Former Vice President Al Gore, center, accompanied by Democratic presidential candidate Hillary Clinton, right, speaks at a rally at Miami Dade College in Miami, Tuesday, Oct. 11, 2016. (AP Photo/Andrew Harnik)
Former Vice President Al Gore, center, accompanied by Democratic presidential candidate Hillary Clinton, right, speaks at a rally at Miami Dade College in Miami, Tuesday, Oct. 11, 2016. (AP Photo/Andrew Harnik)

Gore says the move “undermines America’s standing in the world.” He released the statement as President Donald Trump was speaking at the White House Rose Garden.

The former vice president has defined his post government life as a climate champion. He urges mayors, governors and the business community to take up where Trump is leaving off, especially by focusing on clean energy.

Gore says: “We are in the middle of a clean energy revolution that no single person or group can stop. President Trump’s decision is profoundly in conflict with what the majority of Americans want from our president.”

Reaction from Oregon leaders:

“Climate change poses the greatest threat to Oregon’s environment, economy, and way of life. Oregon has a strong tradition of fighting climate change, and we will not back down. The consequences of climate change are already impacting our communities and threaten the long-term sustainability of our natural resource-based economies. Leading U.S. companies recognize the need to address climate change risks and opportunities through the Paris Agreement, and are wisely investing in low-carbon fuels and clean energy technologies to stay on the cutting edge of the global economy.

 

It is irresponsible for the president to deny these real-world implications. But I will continue to work with leaders on the West Coast, across the country, and around the world to address the challenge of climate change. While Oregon is a small state, we can play a huge role in finding innovative solutions to preserve our natural resources, reduce carbon, and create a cleaner, and greener energy mix of the future.” — Oregon Gov. Kate Brown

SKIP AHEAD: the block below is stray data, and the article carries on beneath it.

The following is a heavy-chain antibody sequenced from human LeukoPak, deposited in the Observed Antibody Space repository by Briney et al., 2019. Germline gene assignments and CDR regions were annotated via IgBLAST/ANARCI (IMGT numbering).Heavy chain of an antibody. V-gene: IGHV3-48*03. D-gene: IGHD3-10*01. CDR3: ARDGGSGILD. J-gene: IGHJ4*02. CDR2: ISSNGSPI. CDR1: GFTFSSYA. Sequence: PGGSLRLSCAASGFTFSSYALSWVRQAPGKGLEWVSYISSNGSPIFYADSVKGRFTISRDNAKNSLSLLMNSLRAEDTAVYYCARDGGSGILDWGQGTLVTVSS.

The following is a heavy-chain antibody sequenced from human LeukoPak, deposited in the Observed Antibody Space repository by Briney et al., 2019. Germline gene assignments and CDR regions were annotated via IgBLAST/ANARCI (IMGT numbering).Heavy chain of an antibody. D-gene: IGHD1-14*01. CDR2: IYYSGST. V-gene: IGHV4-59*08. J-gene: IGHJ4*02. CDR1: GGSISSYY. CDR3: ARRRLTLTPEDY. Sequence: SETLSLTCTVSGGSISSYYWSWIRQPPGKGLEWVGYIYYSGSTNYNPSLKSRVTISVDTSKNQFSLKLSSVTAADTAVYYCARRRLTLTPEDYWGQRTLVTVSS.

“Trump’s decision to backtrack on America’s commitment to fight climate change will further damage our environment and leave Americans sicker and poorer. Almost every other country in the world knows that climate change is one of the major challenges of our time and has signed up to do something about it. The United States must be part of the solution and keep its seat at the global decision-making table.

Rejecting the Paris Agreement weakens American leadership abroad and makes it harder for U.S. businesses to compete. By reversing the United States’ obligation to fight climate change in partnership with the rest of the world, the Trump administration is putting a bullseye on American exporters and the jobs they support.” — Oregon Sen. Ron Wyden

 

“This decision may be a win for Steve Bannon and Scott Pruitt and those who share their extremist views, but it’s a loss for everyone else. If completed, Trump’s withdrawal from the Paris agreement will put the United States in the company of only two other nations on earth that do not belong to the pact: Nicaragua, which believes the agreement doesn’t go far enough, and Syria, which is in the midst of a horrific civil war.

The American business community, including 58 Fortune 500 CEOs, strongly supports the Paris agreement. These businesses know that withdrawing will cede American leadership on the world stage, and diminish American economic opportunity. If we don’t aggressively lead the clean energy revolution, other nations will beat us—and they will capture the rewards in growing jobs and prosperity.

Climate disruption is a planetary crisis, and we need every nation on the front lines of this battle. For America to retreat is a massive failure of leadership at a critical moment. An American retreat is great for the economies of China and India, and terrible for America’s economy. Donald Trump should quit damaging the American economy, and reverse this reckless and shortsighted decision.” — Oregon Sen. Jeff Merkely